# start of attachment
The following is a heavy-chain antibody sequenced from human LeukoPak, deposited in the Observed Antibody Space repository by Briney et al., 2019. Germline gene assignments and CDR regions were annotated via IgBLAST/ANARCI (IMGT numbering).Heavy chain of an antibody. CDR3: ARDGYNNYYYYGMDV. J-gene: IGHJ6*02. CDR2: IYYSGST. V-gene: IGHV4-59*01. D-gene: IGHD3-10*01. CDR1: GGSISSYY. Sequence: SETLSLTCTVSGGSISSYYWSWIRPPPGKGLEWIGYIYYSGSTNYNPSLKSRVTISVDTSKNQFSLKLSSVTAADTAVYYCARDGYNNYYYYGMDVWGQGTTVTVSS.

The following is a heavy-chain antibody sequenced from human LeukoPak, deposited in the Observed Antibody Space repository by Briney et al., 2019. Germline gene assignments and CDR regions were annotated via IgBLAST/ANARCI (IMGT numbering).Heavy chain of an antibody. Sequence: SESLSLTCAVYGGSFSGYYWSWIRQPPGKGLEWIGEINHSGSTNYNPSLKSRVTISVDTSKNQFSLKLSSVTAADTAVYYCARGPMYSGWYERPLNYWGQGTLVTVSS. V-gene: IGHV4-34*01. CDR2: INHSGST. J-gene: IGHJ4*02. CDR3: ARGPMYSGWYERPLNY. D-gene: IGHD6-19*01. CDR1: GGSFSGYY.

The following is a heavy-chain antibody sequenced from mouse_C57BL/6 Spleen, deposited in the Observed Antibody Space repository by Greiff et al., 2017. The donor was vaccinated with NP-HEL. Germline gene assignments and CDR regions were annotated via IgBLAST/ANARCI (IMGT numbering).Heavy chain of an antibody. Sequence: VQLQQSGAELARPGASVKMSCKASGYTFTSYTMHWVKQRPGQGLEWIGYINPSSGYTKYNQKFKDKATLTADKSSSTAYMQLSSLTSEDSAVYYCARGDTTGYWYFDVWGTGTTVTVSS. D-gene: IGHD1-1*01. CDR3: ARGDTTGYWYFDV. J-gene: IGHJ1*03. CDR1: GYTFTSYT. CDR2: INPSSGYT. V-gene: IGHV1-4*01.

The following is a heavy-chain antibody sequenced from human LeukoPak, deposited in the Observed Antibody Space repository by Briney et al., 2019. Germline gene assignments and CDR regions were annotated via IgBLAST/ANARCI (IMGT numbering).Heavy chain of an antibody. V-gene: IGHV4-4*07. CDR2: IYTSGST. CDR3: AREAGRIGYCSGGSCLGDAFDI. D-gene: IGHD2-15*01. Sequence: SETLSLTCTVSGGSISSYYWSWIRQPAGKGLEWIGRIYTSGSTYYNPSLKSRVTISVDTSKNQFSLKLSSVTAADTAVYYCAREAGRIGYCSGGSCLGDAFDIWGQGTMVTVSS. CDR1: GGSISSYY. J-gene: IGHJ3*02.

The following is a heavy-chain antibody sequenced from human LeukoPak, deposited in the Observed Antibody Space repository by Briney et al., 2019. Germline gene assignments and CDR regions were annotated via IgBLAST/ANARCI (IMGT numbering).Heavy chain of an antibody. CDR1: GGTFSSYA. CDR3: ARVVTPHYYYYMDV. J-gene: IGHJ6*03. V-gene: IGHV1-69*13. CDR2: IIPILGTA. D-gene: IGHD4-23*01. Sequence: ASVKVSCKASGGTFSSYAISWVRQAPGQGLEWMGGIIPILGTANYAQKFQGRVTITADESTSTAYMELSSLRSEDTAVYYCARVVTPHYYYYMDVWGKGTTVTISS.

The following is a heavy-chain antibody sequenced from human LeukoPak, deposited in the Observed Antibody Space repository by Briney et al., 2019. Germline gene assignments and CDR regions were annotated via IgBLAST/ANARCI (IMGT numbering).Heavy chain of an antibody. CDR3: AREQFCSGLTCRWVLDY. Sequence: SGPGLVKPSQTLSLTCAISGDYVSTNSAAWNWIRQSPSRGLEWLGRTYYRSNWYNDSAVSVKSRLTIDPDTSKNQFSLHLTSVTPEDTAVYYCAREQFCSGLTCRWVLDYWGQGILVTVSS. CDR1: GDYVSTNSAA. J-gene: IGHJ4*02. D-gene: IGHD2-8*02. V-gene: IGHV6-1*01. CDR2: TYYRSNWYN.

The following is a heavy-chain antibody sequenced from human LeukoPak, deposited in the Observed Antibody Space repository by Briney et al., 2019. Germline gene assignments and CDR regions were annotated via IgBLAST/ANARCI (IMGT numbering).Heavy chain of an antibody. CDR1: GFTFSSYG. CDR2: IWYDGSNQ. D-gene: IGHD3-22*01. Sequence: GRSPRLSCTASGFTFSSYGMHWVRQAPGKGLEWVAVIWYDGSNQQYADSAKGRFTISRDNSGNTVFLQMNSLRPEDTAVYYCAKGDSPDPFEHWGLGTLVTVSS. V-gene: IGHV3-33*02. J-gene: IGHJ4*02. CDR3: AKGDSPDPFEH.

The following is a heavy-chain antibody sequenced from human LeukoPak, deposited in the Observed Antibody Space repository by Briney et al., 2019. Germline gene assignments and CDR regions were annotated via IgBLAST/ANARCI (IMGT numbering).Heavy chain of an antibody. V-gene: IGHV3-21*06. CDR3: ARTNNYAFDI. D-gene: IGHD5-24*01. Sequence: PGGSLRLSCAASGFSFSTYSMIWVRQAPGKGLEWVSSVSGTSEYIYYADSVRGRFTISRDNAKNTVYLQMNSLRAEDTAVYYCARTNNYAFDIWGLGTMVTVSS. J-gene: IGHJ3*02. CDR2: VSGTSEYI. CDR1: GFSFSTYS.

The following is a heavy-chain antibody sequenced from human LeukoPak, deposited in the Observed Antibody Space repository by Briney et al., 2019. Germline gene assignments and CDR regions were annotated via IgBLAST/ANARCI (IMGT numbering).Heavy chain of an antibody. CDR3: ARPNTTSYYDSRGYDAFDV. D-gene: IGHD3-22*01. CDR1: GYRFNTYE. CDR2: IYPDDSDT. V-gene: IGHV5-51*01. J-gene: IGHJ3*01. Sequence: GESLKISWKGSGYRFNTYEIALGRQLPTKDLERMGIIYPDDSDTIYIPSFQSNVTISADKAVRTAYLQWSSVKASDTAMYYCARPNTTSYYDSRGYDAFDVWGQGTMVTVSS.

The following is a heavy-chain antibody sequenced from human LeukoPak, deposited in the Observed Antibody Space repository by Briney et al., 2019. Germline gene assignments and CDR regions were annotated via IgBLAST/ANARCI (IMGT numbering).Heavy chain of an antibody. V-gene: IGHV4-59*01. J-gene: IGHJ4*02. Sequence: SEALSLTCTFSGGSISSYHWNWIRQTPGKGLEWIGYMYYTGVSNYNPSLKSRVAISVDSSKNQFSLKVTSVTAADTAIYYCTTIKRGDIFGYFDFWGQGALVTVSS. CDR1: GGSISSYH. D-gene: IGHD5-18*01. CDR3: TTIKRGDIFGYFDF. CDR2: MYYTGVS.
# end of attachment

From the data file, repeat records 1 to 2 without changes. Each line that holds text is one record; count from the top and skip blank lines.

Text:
The following is a heavy-chain antibody sequenced from human LeukoPak, deposited in the Observed Antibody Space repository by Briney et al., 2019. Germline gene assignments and CDR regions were annotated via IgBLAST/ANARCI (IMGT numbering).Heavy chain of an antibody. CDR3: ARDGYNNYYYYGMDV. J-gene: IGHJ6*02. CDR2: IYYSGST. V-gene: IGHV4-59*01. D-gene: IGHD3-10*01. CDR1: GGSISSYY. Sequence: SETLSLTCTVSGGSISSYYWSWIRPPPGKGLEWIGYIYYSGSTNYNPSLKSRVTISVDTSKNQFSLKLSSVTAADTAVYYCARDGYNNYYYYGMDVWGQGTTVTVSS.

The following is a heavy-chain antibody sequenced from human LeukoPak, deposited in the Observed Antibody Space repository by Briney et al., 2019. Germline gene assignments and CDR regions were annotated via IgBLAST/ANARCI (IMGT numbering).Heavy chain of an antibody. Sequence: SESLSLTCAVYGGSFSGYYWSWIRQPPGKGLEWIGEINHSGSTNYNPSLKSRVTISVDTSKNQFSLKLSSVTAADTAVYYCARGPMYSGWYERPLNYWGQGTLVTVSS. V-gene: IGHV4-34*01. CDR2: INHSGST. J-gene: IGHJ4*02. CDR3: ARGPMYSGWYERPLNY. D-gene: IGHD6-19*01. CDR1: GGSFSGYY.